The National Graduate School in Infection Biology and Antimicrobials (or IBA) is a research school (forskerskole) funded by the Research Council of Norway, coordinated at the University of Oslo. Both PhD students and postdocs registered at Norwegian universities are welcome to apply for membership in IBA. Our program funds courses and workshops and research stays abroad/in Norway, has annual networking meetings, and we support participation in these activities by co-funding of travel and accommodation costs.
Latest news:2022-06-27 14:34:19
UPCOMING IBA COURSES
Oct 10-13: IBA course on Vaccinology (UiB)
Nov 7-11: Course on Molecular Mechanisms of Inflammation (NTNU)
Nov 14-15: IBA course on Pathogenic Immune Evasion Strategies (NTNU)
Nov 14-18: NDPIA course on Microbiota and Health (Sweden)
Nov 30 – Des 2: Advanced course on Scientific Illustrations (Online)
Des 12 -16: Scientific writing with Mathew Stiller Reeve PART 2 (Online)
Registration is OPEN for the IBA annual meeting in Oslo (October 27-28). Click here for more information!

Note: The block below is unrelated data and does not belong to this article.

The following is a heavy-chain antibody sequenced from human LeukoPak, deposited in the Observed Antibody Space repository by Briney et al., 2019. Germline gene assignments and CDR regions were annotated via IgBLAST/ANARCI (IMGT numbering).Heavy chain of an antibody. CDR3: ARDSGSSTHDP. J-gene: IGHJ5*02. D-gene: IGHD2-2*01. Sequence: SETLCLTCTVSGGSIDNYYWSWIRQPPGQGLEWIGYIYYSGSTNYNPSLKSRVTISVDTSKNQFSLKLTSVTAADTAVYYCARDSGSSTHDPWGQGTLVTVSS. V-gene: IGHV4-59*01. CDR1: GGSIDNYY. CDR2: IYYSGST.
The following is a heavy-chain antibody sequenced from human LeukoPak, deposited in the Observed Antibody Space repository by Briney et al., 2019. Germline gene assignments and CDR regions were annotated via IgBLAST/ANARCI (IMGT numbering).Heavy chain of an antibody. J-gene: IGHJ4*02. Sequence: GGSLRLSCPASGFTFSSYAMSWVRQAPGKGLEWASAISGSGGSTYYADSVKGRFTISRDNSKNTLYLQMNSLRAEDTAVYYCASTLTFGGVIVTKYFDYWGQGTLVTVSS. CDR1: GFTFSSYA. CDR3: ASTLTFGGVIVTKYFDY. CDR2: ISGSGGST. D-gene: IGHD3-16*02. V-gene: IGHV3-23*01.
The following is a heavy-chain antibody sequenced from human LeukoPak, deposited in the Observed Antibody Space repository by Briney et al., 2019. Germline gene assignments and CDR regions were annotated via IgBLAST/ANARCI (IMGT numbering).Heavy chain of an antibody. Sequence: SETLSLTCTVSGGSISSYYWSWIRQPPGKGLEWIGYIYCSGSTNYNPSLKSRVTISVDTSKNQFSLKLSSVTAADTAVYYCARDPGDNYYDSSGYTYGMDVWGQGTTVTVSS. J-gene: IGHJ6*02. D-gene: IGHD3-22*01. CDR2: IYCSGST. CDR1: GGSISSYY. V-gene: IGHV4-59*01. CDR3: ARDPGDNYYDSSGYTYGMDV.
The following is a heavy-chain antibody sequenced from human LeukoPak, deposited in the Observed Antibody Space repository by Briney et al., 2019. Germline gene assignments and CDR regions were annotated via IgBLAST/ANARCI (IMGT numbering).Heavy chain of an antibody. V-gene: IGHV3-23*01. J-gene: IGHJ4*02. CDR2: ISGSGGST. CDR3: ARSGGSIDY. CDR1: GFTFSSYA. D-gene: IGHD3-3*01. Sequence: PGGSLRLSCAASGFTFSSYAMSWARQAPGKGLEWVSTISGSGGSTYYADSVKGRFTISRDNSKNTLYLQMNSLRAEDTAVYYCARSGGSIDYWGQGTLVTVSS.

IBA GRANTS FOR RESEARCH STAYS
The IBA graduate school runs into its last year in 2023
If you are planning to apply for a travel grant, please be aware that you need to complete your travel before November 2023 latest (so your travel claim can be processed in time)
NB! We have utilized all budgeted funding for travel grants in 2022. There are still openings available for activity in 2023. Read more and apply here.
June 30th is Tina´s last day as a IBA coordinator. She would like to thank all members and collaborators for three fantastic years with the research school!
Chris Hadjineophytou will be the IBA contact person until September 2022 after which we hope to have a new coordinator in place!
This year`s Principle of Infection Biology course was arranged in Tromsø at UiT The Arctic University of Norway from May 30 to June 3, 2022.
The course provided lectures on basic concepts of infection biology spanning the disciplines of host-parasite interaction and infections caused by bacteria, eukaryotic microbes and viruses. Lecturers included researchers of renown from the University of Virginia, University of Cambridge, Imperial College London, the University of Helsinki and many more (full schedule can be accessed here).
During the 5-day course the 22 students from IBA and the Swedish National Doctoral Programme in Infection and Antibiotics research school (NDPIA) presented their projects through poster presentations.